Thank you, Doug, I knew your response would be meaningful...

Nigel, in my opinion, inspired very much a bunch of younger 'North Shore Photographers' here. They were getting out on the track with him and his brother, Chris, was there too.

I'm quite sure people like Bill Forsyth, Ian Elliott and Ray Berghouse from the North Shore (north of Sydney Harbour) and Noel Conlon, Leon Prgomet and Bruce Wells drew on Nigel's tips to improve their work. Ray Simpson was a contemporary of Nigel's and possibly the quality of his work was enhanced because Nigel was there. Robin d'Abrera, too, would have been taking note of what Nigel said and did.

Up until his arrival on our circuits, perhaps the best photography (subsequent to Byron Gunther's magnificent work of the thirties, forties and early fifties) was that from Peter D'Abbs in Melbourne or maybe Eddie Steet, while in Brisbane we had good prints from Brier Thomas and South Australia had bred the pre-war and immediate post-war classics from the highly talented Norman Howard.

This was the background into which Nigel Snowdon arrived. But it's clear his aim was to go a lot further, so his efforts were undoubtedly greater and he had the skill and talent and drive to achieve something others might never have done.

One of his legacies here, I feel, is that he did 'raise the bar' for everyone who was keen to achieve. For some few decades we saw a very high standard of motor sport photography here and it was due to Nigel's work and inspiration. I was another who asked him for darkroom tips, but I was never going to press on to that level in photography at all.

The release of The Ultimate Excitement from Kenmure Press helped people to see how good Nigel's work was, and from very basic beginnings with pics from races you wouldn't have believed he ever saw.

The title of the book, undoubtedly Bill Tuckey's idea, raised an eyebrow or two as well... as this message from John Lemm in South Australia to Max Stahl indicates (I'm sure John won't mind me posting this here):

Max,

That is VERY sad.
Nigel was responsible for me (my) getting started in motor sport
photography.
When The Ultimate Excitement was released its title raised a great laugh at
a Sporting Car Club Meeting.
Nigel later told me that Customs siezed it when it landed in Australia
thinking that it must be porn because of the title!
Used to catch up with him and Diana when they were in Adelaide for the Grand
Prix.
Have a shot of him handling a python at the Ayers House media party.

John L.


The book was 160 pages and was released during 1967. Obviously it contains a lot of Grand Prix photos of the early sixties and even more of the 1966 season. But there's more than that, as I've mentioned... Nigel pointed his cameras in the direction of other racing:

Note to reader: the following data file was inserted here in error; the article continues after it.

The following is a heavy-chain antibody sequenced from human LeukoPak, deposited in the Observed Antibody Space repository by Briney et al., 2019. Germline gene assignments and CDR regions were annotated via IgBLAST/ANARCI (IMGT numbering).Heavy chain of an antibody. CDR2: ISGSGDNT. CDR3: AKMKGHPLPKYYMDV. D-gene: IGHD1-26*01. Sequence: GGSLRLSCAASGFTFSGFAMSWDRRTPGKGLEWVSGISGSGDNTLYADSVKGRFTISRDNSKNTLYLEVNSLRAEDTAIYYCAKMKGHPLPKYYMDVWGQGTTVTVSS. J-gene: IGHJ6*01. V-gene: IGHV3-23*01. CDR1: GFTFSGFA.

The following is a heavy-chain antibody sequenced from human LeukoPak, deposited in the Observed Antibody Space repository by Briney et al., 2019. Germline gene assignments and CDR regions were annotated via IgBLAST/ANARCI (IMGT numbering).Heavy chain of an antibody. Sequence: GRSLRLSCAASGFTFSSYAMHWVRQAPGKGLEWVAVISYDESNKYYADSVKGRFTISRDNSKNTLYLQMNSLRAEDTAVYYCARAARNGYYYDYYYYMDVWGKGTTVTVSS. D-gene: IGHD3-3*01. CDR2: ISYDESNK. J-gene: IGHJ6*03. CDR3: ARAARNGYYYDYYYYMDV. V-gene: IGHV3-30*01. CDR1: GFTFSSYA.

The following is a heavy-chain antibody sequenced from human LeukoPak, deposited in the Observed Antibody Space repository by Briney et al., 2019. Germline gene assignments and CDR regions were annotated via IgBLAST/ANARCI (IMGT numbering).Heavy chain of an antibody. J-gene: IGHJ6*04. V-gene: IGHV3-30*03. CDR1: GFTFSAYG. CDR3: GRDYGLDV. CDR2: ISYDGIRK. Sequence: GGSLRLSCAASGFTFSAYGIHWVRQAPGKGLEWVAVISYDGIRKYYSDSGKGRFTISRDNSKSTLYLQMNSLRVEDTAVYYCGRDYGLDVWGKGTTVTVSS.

Posted Image

Posted Image

While the captions on both of these pages contain errors, it's of note that the lower shot's error relates to the uniqueness of the shot. It's a very rare angle of Bosch Corner at Catalina Park and it's quite likely nobody else ever shot from there.

On reflection, I'm thinking now that these sorts of things are helping us to realise what a great loss we have suffered with his death. But the loss is more so for Diana, we know. I hope I can make it to the funeral.

Edited by Ray Bell, 12 June 2013 - 01:08.


#22 eldougo

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Posted 12 June 2013 - 06:29

Very sad news indeed it a long time since i have seen Nigel around the tracks.I would not have recognise him in the first photo post3.
RIP.

#23 Ray Bell

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Posted 12 June 2013 - 20:45

The funeral will be a very private (family only) affair...

It will take place on Friday.

#24 P0wderf1nger

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Posted 13 June 2013 - 22:03

I hope it’s of some small consolation to Diana that some of his photographs captured the very essence of the sport, and will live on indefinitely.

Mayer telling Hunt he’s finished third at Fuji, Warr rejoicing as Senna pulls up in the rain-soaked Estoril paddock, the rear view of Sir Frank in his wheelchair…


#25 seldo

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Posted 13 June 2013 - 22:25

Very sad news. Nigel was legendary in the industry for the calculated delicacy of his shots, and whilst many were just happy-snappers, Nigel went the extra yard to ensure that his shots were the best.
A sad loss of a true professional.

#26 E1pix

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Posted 14 June 2013 - 03:37